MITRAL ANNULUS MOTION AS DETERMINED BY M-MODE ECHOCARDIOGRAPHY IN NORMAL DOGS AND DOGS WITH CARDIAC DISEASE

Authors

  • Karsten E. Schober Dr MedVet,

    Corresponding author
    1. Department of Small Animals, Faculty of Veterinary Medicine, University of Leipzig, An den Tierkliniken 57, 04103 Leipzig, Germany
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  • Virginia Luis Fuentes PhD, MRCVS

    1. Department of Veterinary Clinical Studies, Royal (Dick) School of Veterinary Studies, The University of Edinburgh, Edinburgh, Scotland (UK).
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  • Dr. Schober was supported in parts by grants from the German Academic Exchange Service (DAAD), Bonn, Germany, and the Max Kade Foundation Inc., New York City, N.Y., USA.

  • Presented in parts at the 18th Annual Veterinary Medical Forum, Seattle, 24–28 May 2000.

Address correspondence and reprint requests to: Dr. K.E. Schober, Department of Small Animals, Faculty of Veterinary Medicine, University of Leipzig, An den Tierkliniken 57, 04103 Leipzig, Germany.

Abstract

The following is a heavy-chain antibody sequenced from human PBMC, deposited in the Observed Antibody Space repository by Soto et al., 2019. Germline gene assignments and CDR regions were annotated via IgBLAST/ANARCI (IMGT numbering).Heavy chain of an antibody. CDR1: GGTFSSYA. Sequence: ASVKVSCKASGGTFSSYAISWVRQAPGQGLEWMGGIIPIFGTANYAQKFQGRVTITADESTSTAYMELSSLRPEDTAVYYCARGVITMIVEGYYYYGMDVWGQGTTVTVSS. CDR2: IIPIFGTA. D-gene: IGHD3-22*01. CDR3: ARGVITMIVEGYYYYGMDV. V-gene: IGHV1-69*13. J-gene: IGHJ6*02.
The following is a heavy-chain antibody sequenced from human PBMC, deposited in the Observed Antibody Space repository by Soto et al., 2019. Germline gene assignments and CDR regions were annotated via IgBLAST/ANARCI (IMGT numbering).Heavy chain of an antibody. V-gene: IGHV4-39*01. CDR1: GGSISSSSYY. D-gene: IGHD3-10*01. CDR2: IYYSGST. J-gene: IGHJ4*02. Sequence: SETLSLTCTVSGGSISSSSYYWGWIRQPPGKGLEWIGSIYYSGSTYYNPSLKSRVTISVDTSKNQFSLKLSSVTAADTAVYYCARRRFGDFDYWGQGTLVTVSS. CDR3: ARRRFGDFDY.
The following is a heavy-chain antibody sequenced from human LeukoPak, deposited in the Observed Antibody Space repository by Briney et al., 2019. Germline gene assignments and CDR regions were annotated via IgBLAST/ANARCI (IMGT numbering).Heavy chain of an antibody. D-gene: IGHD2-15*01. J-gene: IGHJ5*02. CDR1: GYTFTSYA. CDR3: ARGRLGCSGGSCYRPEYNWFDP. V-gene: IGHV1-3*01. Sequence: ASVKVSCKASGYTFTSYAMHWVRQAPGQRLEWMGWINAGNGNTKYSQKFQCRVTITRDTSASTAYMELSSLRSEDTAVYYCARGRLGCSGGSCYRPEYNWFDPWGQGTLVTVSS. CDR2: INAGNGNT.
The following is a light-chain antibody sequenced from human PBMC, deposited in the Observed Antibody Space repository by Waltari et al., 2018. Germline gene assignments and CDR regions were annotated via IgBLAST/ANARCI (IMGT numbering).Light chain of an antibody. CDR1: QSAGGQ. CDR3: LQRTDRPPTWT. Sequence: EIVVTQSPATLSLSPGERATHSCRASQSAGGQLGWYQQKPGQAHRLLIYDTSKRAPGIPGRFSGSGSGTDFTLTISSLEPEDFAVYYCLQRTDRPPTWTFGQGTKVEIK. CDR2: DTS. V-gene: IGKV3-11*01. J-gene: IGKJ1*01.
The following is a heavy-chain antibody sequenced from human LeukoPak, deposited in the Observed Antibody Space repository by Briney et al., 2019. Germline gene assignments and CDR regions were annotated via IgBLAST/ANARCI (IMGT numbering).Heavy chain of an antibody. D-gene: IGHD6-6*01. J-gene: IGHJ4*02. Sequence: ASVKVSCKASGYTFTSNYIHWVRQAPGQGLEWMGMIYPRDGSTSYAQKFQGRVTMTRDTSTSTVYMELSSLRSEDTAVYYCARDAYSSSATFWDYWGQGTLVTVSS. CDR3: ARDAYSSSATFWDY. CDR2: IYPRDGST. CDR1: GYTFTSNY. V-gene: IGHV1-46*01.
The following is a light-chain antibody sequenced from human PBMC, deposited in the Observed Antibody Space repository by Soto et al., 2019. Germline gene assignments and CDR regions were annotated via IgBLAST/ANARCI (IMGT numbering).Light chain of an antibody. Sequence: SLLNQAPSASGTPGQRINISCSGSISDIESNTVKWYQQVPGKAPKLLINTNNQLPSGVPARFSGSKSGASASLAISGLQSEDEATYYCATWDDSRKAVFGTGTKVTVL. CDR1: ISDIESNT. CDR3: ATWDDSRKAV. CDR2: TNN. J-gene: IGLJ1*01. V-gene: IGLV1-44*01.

M-mode echocardiography was used to assess apical mitral annulus motion (MAM) in 103 normal dogs and 101 dogs with cardiac disease, to obtain information on systolic left ventricular long axis function. In normal dogs, a close relationship was found between MAM and body weight (r = 0.80, P < 0.001). There was a weak correlation between MAM and heart rate (r =−0.25, P < 0.05), but no correlation between MAM and age or left ventricular shortening fraction (P > 0.05). Mean MAM (95% confidence intervals) were established for normal dogs of differing body weight, and were 0.70 cm (0.65 to 0.75) in dogs < 15 kg, 1.08 cm (1.03 to 1.13) in dogs weighing 15 to 40 kg, and 1.51 cm (1.21 to 1.81) in dogs > 40 kg. “Cut-off” values to define decreased MAM for normal dogs of differing body weight were 0.45 cm (dogs < 15 kg), 0.80 cm (dogs 15–40 kg), and 1.20 cm (dogs > 40 kg). In dogs with cardiac disease, median MAM was normal in mitral valve endocardiosis or aortic stenosis, but significantly decreased (P < 0.05) in dilated cardiomyopathy. All dogs with mitral valve endocardiosis (n = 54) or aortic stenosis (n = 26) had MAM above the above-mentioned “cut-off” values, suggesting normal or increased left ventricular longitudinal systolic shortening, whereas 81 % (17/21) of dogs with dilated cardiomyopathy had MAM below the “cut-off value”, indicating decreased long axis systolic function. It is concluded that MAM may be used to evaluate systolic left ventricular long axis performance in dogs and may add useful information on global left ventricular contraction dynamics.

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